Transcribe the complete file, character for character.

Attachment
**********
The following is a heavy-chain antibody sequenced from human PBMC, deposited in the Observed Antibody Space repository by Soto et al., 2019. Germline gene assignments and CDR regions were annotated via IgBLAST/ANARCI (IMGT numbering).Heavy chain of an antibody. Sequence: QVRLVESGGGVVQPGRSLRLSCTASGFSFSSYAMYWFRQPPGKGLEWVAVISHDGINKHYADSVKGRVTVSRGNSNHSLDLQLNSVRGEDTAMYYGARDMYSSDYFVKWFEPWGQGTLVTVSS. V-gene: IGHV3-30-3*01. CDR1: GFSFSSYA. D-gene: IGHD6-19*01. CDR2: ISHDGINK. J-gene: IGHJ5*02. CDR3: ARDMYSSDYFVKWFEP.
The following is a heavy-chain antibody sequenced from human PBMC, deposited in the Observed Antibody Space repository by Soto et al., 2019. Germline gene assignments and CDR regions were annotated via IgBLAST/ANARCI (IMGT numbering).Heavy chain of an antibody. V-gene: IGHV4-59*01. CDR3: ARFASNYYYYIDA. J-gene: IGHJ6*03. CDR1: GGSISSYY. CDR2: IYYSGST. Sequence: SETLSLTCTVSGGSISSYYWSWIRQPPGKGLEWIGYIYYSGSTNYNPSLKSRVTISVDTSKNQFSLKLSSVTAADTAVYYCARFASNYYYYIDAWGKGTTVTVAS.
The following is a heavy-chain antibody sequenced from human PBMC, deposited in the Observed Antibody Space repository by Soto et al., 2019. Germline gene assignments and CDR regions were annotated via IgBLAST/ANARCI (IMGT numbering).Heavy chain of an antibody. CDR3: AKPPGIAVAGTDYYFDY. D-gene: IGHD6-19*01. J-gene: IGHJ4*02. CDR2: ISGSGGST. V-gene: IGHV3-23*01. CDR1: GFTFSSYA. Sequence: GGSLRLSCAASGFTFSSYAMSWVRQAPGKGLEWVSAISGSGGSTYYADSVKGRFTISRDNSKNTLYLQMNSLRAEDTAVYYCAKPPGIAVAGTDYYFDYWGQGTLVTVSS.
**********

The following is a heavy-chain antibody sequenced from human PBMC, deposited in the Observed Antibody Space repository by Soto et al., 2019. Germline gene assignments and CDR regions were annotated via IgBLAST/ANARCI (IMGT numbering).Heavy chain of an antibody. Sequence: QVRLVESGGGVVQPGRSLRLSCTASGFSFSSYAMYWFRQPPGKGLEWVAVISHDGINKHYADSVKGRVTVSRGNSNHSLDLQLNSVRGEDTAMYYGARDMYSSDYFVKWFEPWGQGTLVTVSS. V-gene: IGHV3-30-3*01. CDR1: GFSFSSYA. D-gene: IGHD6-19*01. CDR2: ISHDGINK. J-gene: IGHJ5*02. CDR3: ARDMYSSDYFVKWFEP.
The following is a heavy-chain antibody sequenced from human PBMC, deposited in the Observed Antibody Space repository by Soto et al., 2019. Germline gene assignments and CDR regions were annotated via IgBLAST/ANARCI (IMGT numbering).Heavy chain of an antibody. V-gene: IGHV4-59*01. CDR3: ARFASNYYYYIDA. J-gene: IGHJ6*03. CDR1: GGSISSYY. CDR2: IYYSGST. Sequence: SETLSLTCTVSGGSISSYYWSWIRQPPGKGLEWIGYIYYSGSTNYNPSLKSRVTISVDTSKNQFSLKLSSVTAADTAVYYCARFASNYYYYIDAWGKGTTVTVAS.
The following is a heavy-chain antibody sequenced from human PBMC, deposited in the Observed Antibody Space repository by Soto et al., 2019. Germline gene assignments and CDR regions were annotated via IgBLAST/ANARCI (IMGT numbering).Heavy chain of an antibody. CDR3: AKPPGIAVAGTDYYFDY. D-gene: IGHD6-19*01. J-gene: IGHJ4*02. CDR2: ISGSGGST. V-gene: IGHV3-23*01. CDR1: GFTFSSYA. Sequence: GGSLRLSCAASGFTFSSYAMSWVRQAPGKGLEWVSAISGSGGSTYYADSVKGRFTISRDNSKNTLYLQMNSLRAEDTAVYYCAKPPGIAVAGTDYYFDYWGQGTLVTVSS.